Growing up, we always had a garden and fruit trees that speckled our backyard. Each spring my dad would rototill the soil to prepare for planting, and throughout the snowless months, both of my parents would churn the large compost heap we had. I remember being fascinated by the mound — that it was hot in the center, that an apple turned into soil and that it forever fluctuated in size. It was like lungs — expanding and compressing dependent upon where it was in the decomposition cycle.
My childhood in Spokane, Wash., was rich. It was painted with experiences and freedom to play and explore. My mom approached my sisters and I’s impressionable years like she did a meal; well-balanced. She introduced us to “different worlds,” with trips to the Oregon Coast where we boarded my grandpa’s fishing boat and set out to catch crab for lunch to flying down to El Paso where we would walk over to Juarez, Mexico, and visit the markets. Before we could walk, we were out in the garden with her. She would keep our attention as long as she could before we were off playing again. She’d tell us, “Dig a little hole, put the seed in it, and then, cover it and pat it with love. All you have to do after that is water it and it will grow. It eats sunshine and you’ve given it a good home.”
Since I can remember, the words “everything in moderation” have been a mantra that guides my way. My mother transferred and shared her belief and knowledge of gardening with us. “Fresh is best,” she would say, and playfulness and fun is an essential part of the most valuable recipe in one’s life: health. In the summer, if I wanted a snack, I would go out and pick sugar snap peas because in my mind, there was nothing better — crisp, thirst-quenching and with a burst of sweetness with each bite.
I was blessed to absorb through experiential learning that nutrient-dense food is worth the price of gold. Food encompasses a vast breadth of life itself. It is a skill, an art, medicine, sustenance, an experience, a deep connection and much more. The way we treat the land and the way we treat our bodies is the epitome of what our lives and the state of the planet will be.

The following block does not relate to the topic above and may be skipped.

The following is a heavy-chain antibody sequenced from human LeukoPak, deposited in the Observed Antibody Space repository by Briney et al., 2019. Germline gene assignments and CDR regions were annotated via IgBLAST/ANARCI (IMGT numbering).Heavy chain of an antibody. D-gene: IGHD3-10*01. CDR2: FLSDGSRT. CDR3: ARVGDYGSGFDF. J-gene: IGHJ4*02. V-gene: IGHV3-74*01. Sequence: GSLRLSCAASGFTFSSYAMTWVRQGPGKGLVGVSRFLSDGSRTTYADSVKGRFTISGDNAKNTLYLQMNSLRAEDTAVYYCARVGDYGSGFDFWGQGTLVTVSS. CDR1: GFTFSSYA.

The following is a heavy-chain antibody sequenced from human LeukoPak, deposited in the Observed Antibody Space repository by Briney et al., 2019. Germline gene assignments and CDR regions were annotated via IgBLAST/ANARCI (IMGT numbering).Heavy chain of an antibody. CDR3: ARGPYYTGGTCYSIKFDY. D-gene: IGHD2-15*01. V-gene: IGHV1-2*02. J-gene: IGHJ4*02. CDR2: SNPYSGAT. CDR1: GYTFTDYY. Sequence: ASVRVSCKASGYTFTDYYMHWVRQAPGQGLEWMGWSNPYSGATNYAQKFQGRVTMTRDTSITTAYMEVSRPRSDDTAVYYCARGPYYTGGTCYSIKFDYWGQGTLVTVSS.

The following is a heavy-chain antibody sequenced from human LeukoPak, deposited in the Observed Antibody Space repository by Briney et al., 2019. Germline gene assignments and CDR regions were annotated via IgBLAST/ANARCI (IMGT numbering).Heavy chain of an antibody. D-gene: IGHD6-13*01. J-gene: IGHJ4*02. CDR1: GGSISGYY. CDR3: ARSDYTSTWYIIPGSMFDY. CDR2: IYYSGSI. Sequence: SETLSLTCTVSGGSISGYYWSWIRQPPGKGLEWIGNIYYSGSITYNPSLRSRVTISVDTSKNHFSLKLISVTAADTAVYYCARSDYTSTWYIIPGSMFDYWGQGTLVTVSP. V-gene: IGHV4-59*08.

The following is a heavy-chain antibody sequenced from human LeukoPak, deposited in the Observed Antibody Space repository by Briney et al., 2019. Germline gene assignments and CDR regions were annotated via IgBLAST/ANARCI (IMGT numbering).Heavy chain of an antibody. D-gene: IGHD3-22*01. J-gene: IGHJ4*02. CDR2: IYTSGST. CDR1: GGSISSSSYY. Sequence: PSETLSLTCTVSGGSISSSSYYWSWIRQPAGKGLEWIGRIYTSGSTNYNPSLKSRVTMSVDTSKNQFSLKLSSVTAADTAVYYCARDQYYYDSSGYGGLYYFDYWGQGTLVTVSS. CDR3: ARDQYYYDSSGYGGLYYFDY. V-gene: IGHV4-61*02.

As I have grown, that curiosity has stuck with me and has led me to learn about solutions that exist to address farming practices that deplete the soil rather than work in congruence with replenishing the land. Most of the fruits and vegetables in our diets (store bought) are grown in dirt. Dirt being soil that has been depleted of all its nutrients. Growing up, I learned the importance of letting the ground rest and feeding it with compost. Soil was the “good home,” as my mom said. It is the defining factor of the nourishment you receive.
Nutrition is at the heart, but it can still be fun and delicious. I’ve adopted my mom’s chocolate zucchini cake recipe to evolve into something a bit healthier. It has a dash of vitamins, a splash of healthy fats and an abundance of flavor. Providing your day with something rich, just like the soil that provides our lives.
Jenny Gaddy is the owner and founder of Atlyss Food Co., dedicated to providing sustainable, healthy pre-packaged meals to the Lowcountry.
Help the City Paper keep delivering excellence
Winner of top 2021 state journalism honors (best editorial writing and best cartoon), the Charleston City Paper brings you the Best of Charleston every day. Support our “unafraid” journalism with a one-time donation or become a member of the City Paper Club.